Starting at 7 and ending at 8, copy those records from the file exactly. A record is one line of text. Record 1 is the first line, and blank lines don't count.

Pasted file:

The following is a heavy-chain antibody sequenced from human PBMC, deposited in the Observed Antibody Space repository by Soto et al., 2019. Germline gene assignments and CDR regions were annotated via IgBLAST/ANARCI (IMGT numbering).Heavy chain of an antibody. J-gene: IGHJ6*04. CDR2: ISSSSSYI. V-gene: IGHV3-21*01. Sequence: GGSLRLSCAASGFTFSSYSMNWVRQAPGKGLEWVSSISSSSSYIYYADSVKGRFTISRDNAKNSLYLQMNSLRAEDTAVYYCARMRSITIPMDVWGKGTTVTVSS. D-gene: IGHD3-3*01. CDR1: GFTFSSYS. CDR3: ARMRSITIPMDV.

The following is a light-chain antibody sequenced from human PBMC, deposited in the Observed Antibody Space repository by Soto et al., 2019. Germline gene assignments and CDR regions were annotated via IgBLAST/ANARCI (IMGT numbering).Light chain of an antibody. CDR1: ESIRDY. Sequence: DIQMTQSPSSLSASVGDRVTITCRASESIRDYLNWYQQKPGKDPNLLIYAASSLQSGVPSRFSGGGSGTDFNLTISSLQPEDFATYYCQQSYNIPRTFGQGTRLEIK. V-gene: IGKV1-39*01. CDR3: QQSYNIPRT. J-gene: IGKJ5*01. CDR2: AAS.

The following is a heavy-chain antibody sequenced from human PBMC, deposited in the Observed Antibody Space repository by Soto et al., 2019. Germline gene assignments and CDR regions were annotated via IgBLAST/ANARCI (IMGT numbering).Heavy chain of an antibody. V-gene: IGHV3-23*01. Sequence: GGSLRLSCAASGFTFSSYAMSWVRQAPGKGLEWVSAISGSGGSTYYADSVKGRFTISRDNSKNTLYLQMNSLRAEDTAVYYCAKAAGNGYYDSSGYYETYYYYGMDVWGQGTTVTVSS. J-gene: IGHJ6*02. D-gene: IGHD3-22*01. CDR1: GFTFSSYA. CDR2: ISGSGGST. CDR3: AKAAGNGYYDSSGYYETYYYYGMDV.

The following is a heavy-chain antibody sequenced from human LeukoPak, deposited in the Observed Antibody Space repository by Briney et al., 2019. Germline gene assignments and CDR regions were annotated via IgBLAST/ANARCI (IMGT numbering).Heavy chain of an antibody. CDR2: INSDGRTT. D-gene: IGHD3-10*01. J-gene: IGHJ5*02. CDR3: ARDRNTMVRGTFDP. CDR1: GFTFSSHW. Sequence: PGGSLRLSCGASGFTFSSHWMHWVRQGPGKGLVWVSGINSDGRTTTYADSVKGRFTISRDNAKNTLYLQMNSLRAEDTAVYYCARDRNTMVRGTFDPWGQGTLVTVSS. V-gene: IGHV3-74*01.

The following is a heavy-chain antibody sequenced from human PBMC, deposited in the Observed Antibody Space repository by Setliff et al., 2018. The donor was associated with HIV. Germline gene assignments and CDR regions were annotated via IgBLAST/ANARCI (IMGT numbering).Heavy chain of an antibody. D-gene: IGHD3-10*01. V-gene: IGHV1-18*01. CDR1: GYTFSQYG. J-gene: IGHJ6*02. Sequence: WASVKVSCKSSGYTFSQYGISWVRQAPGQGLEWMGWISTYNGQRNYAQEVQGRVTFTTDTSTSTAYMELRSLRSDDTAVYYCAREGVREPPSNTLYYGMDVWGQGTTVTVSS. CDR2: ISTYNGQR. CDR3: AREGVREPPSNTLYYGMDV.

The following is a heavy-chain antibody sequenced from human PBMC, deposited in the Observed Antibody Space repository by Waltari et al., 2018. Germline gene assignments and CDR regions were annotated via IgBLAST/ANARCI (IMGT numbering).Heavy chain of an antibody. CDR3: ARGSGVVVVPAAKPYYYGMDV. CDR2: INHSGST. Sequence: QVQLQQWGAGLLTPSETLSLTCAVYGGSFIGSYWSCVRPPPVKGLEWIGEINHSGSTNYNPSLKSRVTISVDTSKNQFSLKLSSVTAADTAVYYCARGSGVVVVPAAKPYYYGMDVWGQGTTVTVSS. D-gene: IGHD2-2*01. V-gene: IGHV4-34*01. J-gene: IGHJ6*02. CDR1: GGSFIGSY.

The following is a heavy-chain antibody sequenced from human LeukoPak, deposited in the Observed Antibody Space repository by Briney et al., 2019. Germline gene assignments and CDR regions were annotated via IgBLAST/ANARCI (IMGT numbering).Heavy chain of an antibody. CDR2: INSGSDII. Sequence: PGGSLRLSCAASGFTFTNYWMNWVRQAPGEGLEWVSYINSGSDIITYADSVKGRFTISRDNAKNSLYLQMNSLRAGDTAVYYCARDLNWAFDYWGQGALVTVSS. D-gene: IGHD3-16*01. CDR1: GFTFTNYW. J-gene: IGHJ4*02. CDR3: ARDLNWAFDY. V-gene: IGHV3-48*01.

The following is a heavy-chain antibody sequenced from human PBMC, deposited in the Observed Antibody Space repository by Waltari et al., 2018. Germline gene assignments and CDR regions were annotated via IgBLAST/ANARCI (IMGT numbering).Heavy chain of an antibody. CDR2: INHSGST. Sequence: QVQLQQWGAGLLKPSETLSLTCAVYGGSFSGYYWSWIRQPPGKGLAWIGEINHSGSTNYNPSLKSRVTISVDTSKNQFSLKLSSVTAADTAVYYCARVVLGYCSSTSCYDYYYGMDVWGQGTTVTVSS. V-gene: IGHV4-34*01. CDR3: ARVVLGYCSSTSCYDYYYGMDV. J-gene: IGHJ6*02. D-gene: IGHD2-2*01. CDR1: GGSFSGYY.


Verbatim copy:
The following is a heavy-chain antibody sequenced from human LeukoPak, deposited in the Observed Antibody Space repository by Briney et al., 2019. Germline gene assignments and CDR regions were annotated via IgBLAST/ANARCI (IMGT numbering).Heavy chain of an antibody. CDR2: INSGSDII. Sequence: PGGSLRLSCAASGFTFTNYWMNWVRQAPGEGLEWVSYINSGSDIITYADSVKGRFTISRDNAKNSLYLQMNSLRAGDTAVYYCARDLNWAFDYWGQGALVTVSS. D-gene: IGHD3-16*01. CDR1: GFTFTNYW. J-gene: IGHJ4*02. CDR3: ARDLNWAFDY. V-gene: IGHV3-48*01.

The following is a heavy-chain antibody sequenced from human PBMC, deposited in the Observed Antibody Space repository by Waltari et al., 2018. Germline gene assignments and CDR regions were annotated via IgBLAST/ANARCI (IMGT numbering).Heavy chain of an antibody. CDR2: INHSGST. Sequence: QVQLQQWGAGLLKPSETLSLTCAVYGGSFSGYYWSWIRQPPGKGLAWIGEINHSGSTNYNPSLKSRVTISVDTSKNQFSLKLSSVTAADTAVYYCARVVLGYCSSTSCYDYYYGMDVWGQGTTVTVSS. V-gene: IGHV4-34*01. CDR3: ARVVLGYCSSTSCYDYYYGMDV. J-gene: IGHJ6*02. D-gene: IGHD2-2*01. CDR1: GGSFSGYY.